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Azerbaijan’s Karabakh Region Welcomes First Globetrotters

By Gunay Hajiyeva September 28, 2021


On September 27, the passenger plane took off from Baku with more than 30 guests on board and landed in Fuzuli - an Azerbaijani city liberated last year during the 44-day war. / Azerbaijan Airlines

Azerbaijan’s Karabakh (Garabagh) region welcomed the first overseas globetrotters, who arrived at the newly built Fuzuli International Airport on Monday.

On September 27, Azerbaijan’s budget air carrier Buta Airways operated the first commercial test flight with more than thirty voyagers on board. The passenger plane took off from Baku and landed in Fuzuli - an Azerbaijani city liberated last year during the 44-day war. 

The world-renowned travelers, including American globetrotter Don Parrish, who has been to 852 spots in 193 countries, will reportedly leave Fuzuli for Aghdam. There, tourists will observe remnants of a once prosperous Azerbaijani city destroyed by the Armenian occupiers during three decades.

“We want to learn about the history of the conflict, as well as its consequences,” one of the voyagers, Kolja Speri, told local media.

“We hope that Karabakh will become a region of prosperity and development for all. We are a group of the most traveled people in the world. We are really interested in studying the history of the region and the conflict,” he added.

Armenian forces occupied a significant part of the Aghdam district, including the city of Aghdam, and 89 villages, which comprised about 73 percent of the district’s territory, during the First Karabakh War in the early 1990s. 

Aghdam has been referred to as a “ghost town” and “Hiroshima of Caucasus” due to the scale of destructions caused by Armenians. Except for the Juma Mosque, no single building survived the Armenian vandalism in the occupied parts of the district. International analysts labeled Aghdam as the planet’s “largest home depot” as Armenians plundered and ransacked the district’s properties to use as building supplies.  

The occupation of Aghdam ended after 27 years as a result of the six-week-long war between Armenia and Azerbaijan in 2020.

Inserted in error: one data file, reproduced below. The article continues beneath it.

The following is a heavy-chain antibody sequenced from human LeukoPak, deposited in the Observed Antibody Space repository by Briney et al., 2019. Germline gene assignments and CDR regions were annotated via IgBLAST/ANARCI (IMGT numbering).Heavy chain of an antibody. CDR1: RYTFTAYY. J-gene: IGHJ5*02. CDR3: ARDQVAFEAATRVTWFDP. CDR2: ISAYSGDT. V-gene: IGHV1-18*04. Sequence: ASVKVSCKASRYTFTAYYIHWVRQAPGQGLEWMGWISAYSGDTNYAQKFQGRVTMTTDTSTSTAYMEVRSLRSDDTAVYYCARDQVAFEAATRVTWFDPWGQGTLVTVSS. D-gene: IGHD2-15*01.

Meanwhile, Azerbaijan’s cultural capital Shusha will become the next stop for the foreign guests. The visitors will have the chance to see both the results of the Armenian vandalism and the post-war restoration campaign launched by the Azerbaijani government. As part of the campaign, significant buildings and sites, including the Vagif Mausoleum, Natavan and Isa springs, Home Museum of singer Bulbul and others, have been completely restored in Shusha.

The Karabakh tour of the globetrotters will end up with a flight onboard the same plane to Baku. In addition to the liberated territories, the tourists will visit other touristic regions of Azerbaijan.

The visit of foreign guests to the Karabakh region comes exactly one year after the decades-old conflict between Armenia and Azerbaijan ultimately spiraled following artillery shelling of Azerbaijan’s military positions and civilian settlements by Armenian troops illegally deployed in the occupied territories. 

As a result of the 44-day-long counter-offensive operations from September 27 through November 9, 2020, the Azerbaijani army liberated more than 300 settlements, including the cities of Jabrayil, Fuzuli, Zangilan, Gubadli, and Shusha, from nearly 30-year-long illegal Armenian occupation. The war ended in a tripartite statement signed on November 10 by Armenia, Azerbaijan, and Russia. Armenia also returned the occupied Aghdam, Kalbajar, and Lachin districts to Azerbaijan as part of its obligations it took under the tripartite statement.

On September 27, 2021, Azerbaijan marked a nationwide commemoration of the start of the war. President Ilham Aliyev and other high-ranking officials attended the march to honor the memories of the fallen heroes who liberated Azerbaijan’s lands.